4 Apple's next step if they get annoyed by people blocking ocsp.apple.com is to simply override your DNS servers for "necessary" hosts in apple.com domains. Y'know, for security, to prevent spoofing.

We did it at Ooma because certain ISPs like to redirect your traffic by returning phony DNS results, and our devices couldn't come online if they weren't talking to a server with the correct SSL certs.

-j

Posted by: J Greely at Saturday, November 14 2020 06:38 AM (ZlYZd)

5 "pple's next step if they get annoyed by people blocking ocsp.apple.com is to simply override your DNS servers for "necessary" hosts in apple.com domains. "
How's that going to work if the router drops all packets from that host?  (I know, locking you out of the OS or something.)

Posted by: Rick C at Saturday, November 14 2020 07:42 AM (eqaFC)

6 Don't you mean "how's that going to work if you block the entire IP ranges owned by Akamai and any other third-party CDN Apple decides to use?" At least as long as they're not forcing the query to go to their DNS servers, you've got a chance. And when they add the override, it's sure to be part of a critical security update that you're utterly boned without.

-j

Posted by: J Greely at Saturday, November 14 2020 10:24 AM (ZlYZd)

7 You can always run a real firewall, and drop everything from certain ip addresses regardless of DNS.  Well, and you can always just not use apple's garbage.  And if you run any services on the web, you can use TCI/IP fingerprinting to redirect apple products to a "don't use apple products" landing page.

Posted by: normal at Saturday, November 14 2020 10:31 AM (obo9H)

8 J:  well, yeah, although I'm going to handwave that away as a detail.  If you block packets to those domains at the router, it doesn't really matter what the OS does, it's shouting into the void.  Any override presumably has to deal with the concept that you're not online, either--I don't think Apple users are going to like it if Apple refuses to let apps run if the device can't connect to the snoop server.

Posted by: Rick C at Saturday, November 14 2020 12:10 PM (eqaFC)

9 Normal:  yes, but it can't be on the Mac itself, because the OS will bypass the firewall when it's phoning home.  That's why I said block it at the router.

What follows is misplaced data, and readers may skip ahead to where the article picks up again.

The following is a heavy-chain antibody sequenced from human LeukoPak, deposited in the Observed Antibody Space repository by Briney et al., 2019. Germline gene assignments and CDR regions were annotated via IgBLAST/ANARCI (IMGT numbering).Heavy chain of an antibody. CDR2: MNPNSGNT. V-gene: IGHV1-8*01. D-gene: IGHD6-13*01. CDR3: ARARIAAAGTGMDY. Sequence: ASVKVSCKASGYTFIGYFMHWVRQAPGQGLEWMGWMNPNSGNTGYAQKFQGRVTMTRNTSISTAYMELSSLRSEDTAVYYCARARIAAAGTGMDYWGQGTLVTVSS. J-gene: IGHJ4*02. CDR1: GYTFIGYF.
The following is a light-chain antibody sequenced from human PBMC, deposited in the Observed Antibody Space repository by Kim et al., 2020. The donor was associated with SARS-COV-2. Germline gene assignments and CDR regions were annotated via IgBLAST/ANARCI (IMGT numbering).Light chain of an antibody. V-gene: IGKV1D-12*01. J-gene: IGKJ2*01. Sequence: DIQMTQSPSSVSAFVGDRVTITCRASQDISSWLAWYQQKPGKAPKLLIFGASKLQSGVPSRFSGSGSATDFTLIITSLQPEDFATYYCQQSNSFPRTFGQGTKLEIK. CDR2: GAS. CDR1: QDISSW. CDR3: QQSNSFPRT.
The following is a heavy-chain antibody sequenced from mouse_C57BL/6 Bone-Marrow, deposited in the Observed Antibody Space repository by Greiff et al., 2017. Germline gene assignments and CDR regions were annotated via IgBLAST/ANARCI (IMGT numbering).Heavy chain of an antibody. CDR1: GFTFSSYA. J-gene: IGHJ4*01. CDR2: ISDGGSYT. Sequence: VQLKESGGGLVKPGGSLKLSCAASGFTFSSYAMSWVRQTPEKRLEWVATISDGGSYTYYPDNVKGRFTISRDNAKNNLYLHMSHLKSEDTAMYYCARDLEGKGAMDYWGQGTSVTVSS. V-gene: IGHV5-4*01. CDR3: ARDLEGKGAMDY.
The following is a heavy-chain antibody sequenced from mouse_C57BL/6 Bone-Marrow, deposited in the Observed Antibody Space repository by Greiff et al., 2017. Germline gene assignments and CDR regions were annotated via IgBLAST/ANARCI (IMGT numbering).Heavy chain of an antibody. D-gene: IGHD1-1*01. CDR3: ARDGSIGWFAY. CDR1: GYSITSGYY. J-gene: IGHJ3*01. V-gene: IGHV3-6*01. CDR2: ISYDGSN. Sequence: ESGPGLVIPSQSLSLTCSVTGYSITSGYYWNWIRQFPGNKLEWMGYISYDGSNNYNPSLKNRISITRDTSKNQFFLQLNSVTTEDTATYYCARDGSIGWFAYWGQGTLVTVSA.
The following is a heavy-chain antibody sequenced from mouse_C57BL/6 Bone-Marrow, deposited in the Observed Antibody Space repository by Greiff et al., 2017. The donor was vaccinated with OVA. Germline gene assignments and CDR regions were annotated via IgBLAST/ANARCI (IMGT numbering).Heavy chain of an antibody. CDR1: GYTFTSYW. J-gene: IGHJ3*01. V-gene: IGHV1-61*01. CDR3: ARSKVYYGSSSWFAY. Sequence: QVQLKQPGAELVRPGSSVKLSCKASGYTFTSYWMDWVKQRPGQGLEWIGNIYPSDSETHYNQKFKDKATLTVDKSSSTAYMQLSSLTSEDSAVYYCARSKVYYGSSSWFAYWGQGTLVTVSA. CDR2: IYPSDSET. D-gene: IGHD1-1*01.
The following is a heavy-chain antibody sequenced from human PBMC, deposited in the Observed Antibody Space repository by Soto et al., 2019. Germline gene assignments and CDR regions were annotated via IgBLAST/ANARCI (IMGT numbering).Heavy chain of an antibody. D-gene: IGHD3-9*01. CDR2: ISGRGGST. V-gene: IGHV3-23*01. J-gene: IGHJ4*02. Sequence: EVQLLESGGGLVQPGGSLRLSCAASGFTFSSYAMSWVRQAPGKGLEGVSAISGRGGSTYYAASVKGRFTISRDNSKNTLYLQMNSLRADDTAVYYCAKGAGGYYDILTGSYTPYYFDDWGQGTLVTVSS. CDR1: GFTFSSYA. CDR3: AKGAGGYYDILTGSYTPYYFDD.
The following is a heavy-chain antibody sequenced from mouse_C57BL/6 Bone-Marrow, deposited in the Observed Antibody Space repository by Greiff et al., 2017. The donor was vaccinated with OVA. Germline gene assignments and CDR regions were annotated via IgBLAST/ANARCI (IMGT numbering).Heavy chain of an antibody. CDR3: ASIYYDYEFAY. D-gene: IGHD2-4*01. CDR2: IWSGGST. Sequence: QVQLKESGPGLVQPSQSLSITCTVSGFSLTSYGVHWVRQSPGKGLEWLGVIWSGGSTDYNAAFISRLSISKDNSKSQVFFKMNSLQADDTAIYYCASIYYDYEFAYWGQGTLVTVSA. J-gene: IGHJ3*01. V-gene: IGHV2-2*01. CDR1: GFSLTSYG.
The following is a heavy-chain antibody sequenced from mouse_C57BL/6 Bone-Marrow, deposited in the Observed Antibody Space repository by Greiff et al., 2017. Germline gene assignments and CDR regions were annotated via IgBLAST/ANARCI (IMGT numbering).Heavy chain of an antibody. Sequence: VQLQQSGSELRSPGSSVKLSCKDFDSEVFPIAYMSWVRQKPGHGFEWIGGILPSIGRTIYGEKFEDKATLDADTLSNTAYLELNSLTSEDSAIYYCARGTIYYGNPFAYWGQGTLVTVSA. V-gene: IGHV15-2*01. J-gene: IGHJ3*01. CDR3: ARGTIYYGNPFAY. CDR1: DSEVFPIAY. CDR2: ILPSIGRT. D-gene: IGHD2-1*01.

Depending on how the phone home works you might find someone writing a server process that can run on routers that simply always returns the equivalent of "yep, go ahead & run this."

Posted by: Rick C at Saturday, November 14 2020 12:26 PM (eqaFC)

10 I can block the current IP addresses at the firewall, but then I need an automated process that looks them up every week/day/hour to follow CDN changes (been there, done that, gaps in coverage). I can override the hostnames in DNS ("you are here"), which works until Apple bypasses that to use their own DNS servers. I can block all outgoing DNS requests, which works until Apple switches their DNS lookup to a non-standard port. I can add a full-on filtering proxy for all web traffic, which risks breaking a lot of things and only works until Apple moves their traffic to a non-standard port ("ask me why Ooma client syslog traffic goes out on TCP port 110"). I can even nail my network down like a room full of customer-service temps who'd rather surf porn than take calls, but then I wouldn't have real Internet access any more. And none of that helps me if I ever have a reason to leave the house with my laptop again someday.

Basically, it's whack-a-moles all the way down, and while Apple won't spend a dime on QA or building reliable Internet services, they're eager to invest in converting their products into walled gardens that grow only RPU.

(why, yes, I've bought my last Mac, and it will never be upgraded to Big Sur; if that someday breaks interoperability with my phone and watch, I'll replace those, too. If I weren't living under the threat of Harris becoming President in January, I'd be ready to drop a few grand on a high-end Windows laptop; WSL2 is good and getting better)

-j

Posted by: J Greely at Sunday, November 15 2020 06:17 AM (ZlYZd)

11 "I can block the current IP addresses at the firewall, but then I need an automated process that looks them up every week/day/hour to follow CDN changes (been there, done that, gaps in coverage)."
True.  Since I haven't really looked into pfSense yet, but am getting closer to doing so, I have to wonder how hard it would be to just have something like a cron job that runs every hour or so and does a GetHostByName(), gets the h_addr_list out of the returned hostent, and blocks all of those IPs (or some more modern equivalent for any piece of that) again, on a router.  One of those cute, cheap U-series-powered computers with multiple NICs you can get on Aliexpress ought to make a nice filter.
I certainly agree there's a level of whack-a-mole that you could theoretically end up in.  Depends on how many people blocking them it would take for Apple to escalate each time.

Posted by: Rick C at Sunday, November 15 2020 08:30 AM (eqaFC)

12 FYI, the TTL for the host that ocsp.apple.com redirects to at Akamai is 15 seconds. They can bounce that sucker around their network as much as they want.

-j

Posted by: J Greely at Sunday, November 15 2020 12:40 PM (ZlYZd)

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Apple pies are delicious. But never mind apple pies. What colour is a green orange?